In this table, we will derive an estimate of the average number of tracks per cell-nucleus, at a dose of one rad (cGy) delivered by 83.3 KeV photo-electrons. We include the corresponding estimate for 100 KeV photo-electrons too.

Photons Required to Deliver a Dose of 1 Rad (6.24 x 10^10 KeV) to 1 Gram of Tissue (Item C) :

Number of photons required = (Total energy needed) / (Energy per photon).

Total energy needed Energy per photon Photons required for 1 rad to one gram. 6.24 x 10^10 KeV 83.3 KeV 7.49E+08 photons, which all become electrons. 6.24 x 10^10 KeV 100 KeV 6.24E+08 photons, which all become electrons.

Estimated Range of 83.3 KeV Photo-Electrons (Item F) :

In Table 20-FG, we have two values between which we can interpolate:

Energy (KeV) Range (microns) Cs-137 77.571 85.659 Cs-137 93.429 110.143 Difference 15.858 24.484But we are going from 77.571 to 83.3, or 5.429 KeV.

So we pick up (5.429 / 15.858) of the difference: (5.429 / 15.858) x (24.484) microns,

which is 8.38212 microns.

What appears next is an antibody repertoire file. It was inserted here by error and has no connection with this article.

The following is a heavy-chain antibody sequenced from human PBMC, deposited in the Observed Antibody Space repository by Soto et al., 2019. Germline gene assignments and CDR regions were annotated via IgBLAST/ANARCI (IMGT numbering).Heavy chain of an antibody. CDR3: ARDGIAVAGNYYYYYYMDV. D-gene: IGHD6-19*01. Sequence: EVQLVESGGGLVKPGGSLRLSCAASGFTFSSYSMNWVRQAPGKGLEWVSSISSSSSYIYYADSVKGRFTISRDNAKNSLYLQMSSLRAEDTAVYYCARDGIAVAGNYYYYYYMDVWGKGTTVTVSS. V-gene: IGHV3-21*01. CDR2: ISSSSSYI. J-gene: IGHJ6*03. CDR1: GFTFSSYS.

Total range for 83.3 KeV photo-electrons = 85.659 microns + 8.382 microns = 94.041 microns.

Estimated Range of 100 KeV Photo-ElectronsS (Item F) :

In Table 20-FG, we have two values between which we can interpolate:

Energy (KeV) Range (microns) Cs-137 93.429 110.143 A-bomb 107.792 132.116 Difference 14.363 21.973But we are going from 93.429 to 100, or 6.571 KeV.

So we pick up (6.571 / 14.363) of the difference: (6.571 / 14.363) x (21.973) microns,

which is 10.05253 microns.

Total range for 100 KeV photo-electrons = 110.143 microns + 10.053 microns = 120.196 microns.

Total Cell Traversals in Delivery of 1 Rad to 1 Gram (Item H) :

Cell traversals per electron = (Range per electron in microns) / (11.4 microns per cell -- Item E).

Total cell traversals = (Cell traverals per electron) x (Number of electrons required for 1 rad).

Photo-electrons Cell traversals per electron Total cell traversals (Item H): 83.3 KeV 94.041 / 11.4 = 8.249 8.249 x 7.49E+08 = 6.18E+09 100 KeV 120.196 / 11.4 = 10.544 10.544 x 6.24E+08 = 6.58E+09

Estimated Number of Primary Electron Tracks per Nucleus, at a Dose of 1 Rad (cGy).

Total nuclear traversals in delivery of 1 rad = (Total cell traversals) x (0.25; see Table 20-Eye).

Tracks = (Total nuclear traversals) / (Number of nuclei available, or 6.75E+08 nuclei per gram).

Photo-electrons Total nuclear traversals Nuclear traversals / nuclei available 83.3 KeV (0.25 x 6.18E+09) = 1.54E+09 (1.54E+09 / 6.75E+08) = 2.28 tracks 100 KeV (0.25 x 6.58E+09) = 1.64E+09 (1.64E+09 / 6.75E+08) = 2.43 tracks